We are experiencing a tragic epidemic of military suicides. But what if a soldier fails in the attempt? It could result in a court martial.

Now, a suicide-surviving soldier has appealed his conviction for inflicting self harm in violation of the Military Code of Justice, bringing the issue to the fore. From the McClatchy News story:

Caldwell eventually pleaded guilty to self-injury and received a bad conduct discharge after being convicted of larceny, driving without a license and possessing the drug known as ‘spice.’ “This case is not about prosecuting suicide or attempted suicide,” Marine Corps Maj. David N. Roberts said Tuesday. “It’s about prosecuting an act that was prejudicial to good order and discipline.”

Roberts conceded under questioning, though, that even the trial judge thought self-injury was an “odd charge” for military prosecutors to levy. Pressing the point, Chief Judge James E. Baker asked skeptically whether the military would charge someone who’d developed post-traumatic stress after five combat tours.

Hanzel suggested one potential solution: telling judges they could set a rule that once a reasonable case had been made that a suicide attempt was genuine, the burden would shift to the government to prove otherwise. It might require an additional policy change, from military and political leaders, to treat suicide attempts as something other than a crime.

That sounds like a good solution to me. Self harm has been used throughout military history as a means of avoiding combat or obtaining a discharge. That can’t be permitted, clearly. But an attempted suicide doesn’t fall into that kind of category. It strikes me that the suggestion made by lawyer Hanzel strikes a proper balance.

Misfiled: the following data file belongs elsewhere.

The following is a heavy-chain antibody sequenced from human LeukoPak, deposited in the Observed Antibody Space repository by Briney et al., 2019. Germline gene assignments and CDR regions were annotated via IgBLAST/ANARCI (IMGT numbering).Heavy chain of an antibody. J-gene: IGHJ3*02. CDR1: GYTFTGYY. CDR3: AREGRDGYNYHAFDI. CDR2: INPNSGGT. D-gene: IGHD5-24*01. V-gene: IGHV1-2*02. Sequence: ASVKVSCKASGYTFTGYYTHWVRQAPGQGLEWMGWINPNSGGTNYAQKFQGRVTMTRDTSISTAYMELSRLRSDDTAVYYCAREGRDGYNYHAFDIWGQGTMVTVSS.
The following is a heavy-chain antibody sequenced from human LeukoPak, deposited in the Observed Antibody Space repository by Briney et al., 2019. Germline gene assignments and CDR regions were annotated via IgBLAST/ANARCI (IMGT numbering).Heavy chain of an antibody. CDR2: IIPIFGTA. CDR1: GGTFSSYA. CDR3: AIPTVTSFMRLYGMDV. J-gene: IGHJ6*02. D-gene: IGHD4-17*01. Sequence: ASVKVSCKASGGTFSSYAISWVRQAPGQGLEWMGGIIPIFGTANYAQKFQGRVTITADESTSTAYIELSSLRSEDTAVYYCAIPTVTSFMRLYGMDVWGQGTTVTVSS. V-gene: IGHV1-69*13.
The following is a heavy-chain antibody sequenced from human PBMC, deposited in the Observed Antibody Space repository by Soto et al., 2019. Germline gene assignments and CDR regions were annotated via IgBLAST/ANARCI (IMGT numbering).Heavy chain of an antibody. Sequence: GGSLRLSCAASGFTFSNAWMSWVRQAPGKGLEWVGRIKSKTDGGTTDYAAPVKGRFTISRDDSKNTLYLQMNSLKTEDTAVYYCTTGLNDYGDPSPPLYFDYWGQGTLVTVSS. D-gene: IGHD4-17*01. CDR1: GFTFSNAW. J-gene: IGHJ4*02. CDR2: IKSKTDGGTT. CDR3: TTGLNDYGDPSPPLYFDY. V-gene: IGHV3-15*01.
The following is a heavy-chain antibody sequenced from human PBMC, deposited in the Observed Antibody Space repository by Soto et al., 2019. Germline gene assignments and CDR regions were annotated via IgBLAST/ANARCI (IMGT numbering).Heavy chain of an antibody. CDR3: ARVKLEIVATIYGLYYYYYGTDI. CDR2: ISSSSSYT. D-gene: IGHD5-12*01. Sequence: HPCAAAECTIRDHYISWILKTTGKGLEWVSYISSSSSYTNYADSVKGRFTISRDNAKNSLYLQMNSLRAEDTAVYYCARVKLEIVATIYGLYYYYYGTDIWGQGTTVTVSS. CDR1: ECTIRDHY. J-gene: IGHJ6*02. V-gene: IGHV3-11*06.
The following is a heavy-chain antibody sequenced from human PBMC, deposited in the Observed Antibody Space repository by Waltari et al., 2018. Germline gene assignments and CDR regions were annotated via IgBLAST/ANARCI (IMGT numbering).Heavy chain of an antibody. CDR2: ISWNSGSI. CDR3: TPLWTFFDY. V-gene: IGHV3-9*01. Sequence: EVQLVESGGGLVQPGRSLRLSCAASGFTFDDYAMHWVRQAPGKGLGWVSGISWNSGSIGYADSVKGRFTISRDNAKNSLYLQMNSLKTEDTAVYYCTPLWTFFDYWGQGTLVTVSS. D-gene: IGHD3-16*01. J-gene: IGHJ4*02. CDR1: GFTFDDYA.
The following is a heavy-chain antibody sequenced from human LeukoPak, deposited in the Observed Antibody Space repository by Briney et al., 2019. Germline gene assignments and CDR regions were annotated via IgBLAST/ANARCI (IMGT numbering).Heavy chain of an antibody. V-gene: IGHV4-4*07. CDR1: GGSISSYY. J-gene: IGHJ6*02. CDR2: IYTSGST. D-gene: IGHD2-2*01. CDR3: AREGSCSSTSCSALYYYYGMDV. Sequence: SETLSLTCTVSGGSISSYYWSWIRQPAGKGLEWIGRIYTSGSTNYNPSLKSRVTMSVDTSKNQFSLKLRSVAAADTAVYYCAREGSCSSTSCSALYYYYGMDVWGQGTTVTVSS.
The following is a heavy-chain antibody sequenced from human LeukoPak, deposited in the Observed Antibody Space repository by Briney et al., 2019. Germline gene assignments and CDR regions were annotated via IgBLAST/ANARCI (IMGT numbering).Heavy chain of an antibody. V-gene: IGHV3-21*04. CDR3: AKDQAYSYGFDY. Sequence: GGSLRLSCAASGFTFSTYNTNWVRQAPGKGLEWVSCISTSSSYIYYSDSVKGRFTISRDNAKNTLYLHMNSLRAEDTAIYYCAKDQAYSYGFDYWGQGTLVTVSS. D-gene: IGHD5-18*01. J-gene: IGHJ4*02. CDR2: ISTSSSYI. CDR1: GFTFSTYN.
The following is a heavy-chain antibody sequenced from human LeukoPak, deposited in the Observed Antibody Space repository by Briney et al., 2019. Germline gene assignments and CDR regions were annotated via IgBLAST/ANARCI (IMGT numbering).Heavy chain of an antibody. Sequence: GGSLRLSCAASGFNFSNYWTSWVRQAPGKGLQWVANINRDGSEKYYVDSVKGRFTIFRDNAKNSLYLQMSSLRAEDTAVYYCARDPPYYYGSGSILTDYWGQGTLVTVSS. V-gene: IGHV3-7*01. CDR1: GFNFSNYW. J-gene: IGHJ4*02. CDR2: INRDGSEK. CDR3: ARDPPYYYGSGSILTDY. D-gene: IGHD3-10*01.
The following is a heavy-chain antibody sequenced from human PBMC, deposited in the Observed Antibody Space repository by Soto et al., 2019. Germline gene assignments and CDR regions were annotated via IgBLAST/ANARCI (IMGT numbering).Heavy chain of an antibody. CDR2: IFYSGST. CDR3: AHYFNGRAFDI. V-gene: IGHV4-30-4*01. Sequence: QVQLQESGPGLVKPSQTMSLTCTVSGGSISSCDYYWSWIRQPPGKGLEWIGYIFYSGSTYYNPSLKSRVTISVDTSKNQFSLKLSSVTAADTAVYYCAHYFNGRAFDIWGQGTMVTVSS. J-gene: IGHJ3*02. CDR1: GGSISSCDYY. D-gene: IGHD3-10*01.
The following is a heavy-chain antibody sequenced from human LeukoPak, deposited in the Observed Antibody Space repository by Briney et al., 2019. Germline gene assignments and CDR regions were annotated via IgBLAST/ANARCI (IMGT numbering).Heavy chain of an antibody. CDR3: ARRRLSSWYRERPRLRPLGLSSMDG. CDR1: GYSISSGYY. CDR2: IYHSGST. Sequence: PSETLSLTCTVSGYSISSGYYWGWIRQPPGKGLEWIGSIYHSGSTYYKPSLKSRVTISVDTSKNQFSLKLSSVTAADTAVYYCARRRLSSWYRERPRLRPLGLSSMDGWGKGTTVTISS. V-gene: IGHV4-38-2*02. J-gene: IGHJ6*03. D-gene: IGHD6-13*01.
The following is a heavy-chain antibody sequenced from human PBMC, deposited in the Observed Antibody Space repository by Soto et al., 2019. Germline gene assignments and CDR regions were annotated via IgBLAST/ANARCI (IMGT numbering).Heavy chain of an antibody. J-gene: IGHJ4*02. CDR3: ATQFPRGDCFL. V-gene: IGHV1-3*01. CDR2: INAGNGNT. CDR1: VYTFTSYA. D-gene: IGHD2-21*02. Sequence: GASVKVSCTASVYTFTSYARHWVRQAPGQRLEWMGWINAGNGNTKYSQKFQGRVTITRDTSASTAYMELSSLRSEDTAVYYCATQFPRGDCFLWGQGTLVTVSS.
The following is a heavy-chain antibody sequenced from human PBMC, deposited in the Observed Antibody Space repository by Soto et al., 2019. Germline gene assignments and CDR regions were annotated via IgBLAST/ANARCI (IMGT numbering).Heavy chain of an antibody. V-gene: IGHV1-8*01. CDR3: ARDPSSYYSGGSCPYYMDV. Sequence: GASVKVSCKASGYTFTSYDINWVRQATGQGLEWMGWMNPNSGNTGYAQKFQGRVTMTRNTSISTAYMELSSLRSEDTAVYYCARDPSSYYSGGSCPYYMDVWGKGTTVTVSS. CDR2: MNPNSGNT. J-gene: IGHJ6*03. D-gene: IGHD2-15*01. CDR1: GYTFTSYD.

On the civilian side, many people think suicide is a crime. It isn’t. As a consequence, assisted suicide advocates and libertarians claim that the lack of criminal sanction means that there is a “right” to suicide. No there’s not. The law still allows the use of (non deadly) force to prevent suicides. It permits those proved beyond a reasonable doubt to be a threat to their own lives hospitalized for treatment.

Using civil rather than criminal law to combat suicide strikes the right balance between establishing a proper anti suicide public policy while not punishing those who act self destructively. Time for the military to catch up

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Wesley J. Smith, J.D., Special Consultant to the CBC
Wesley J. Smith, J.D., Special Consultant to the CBC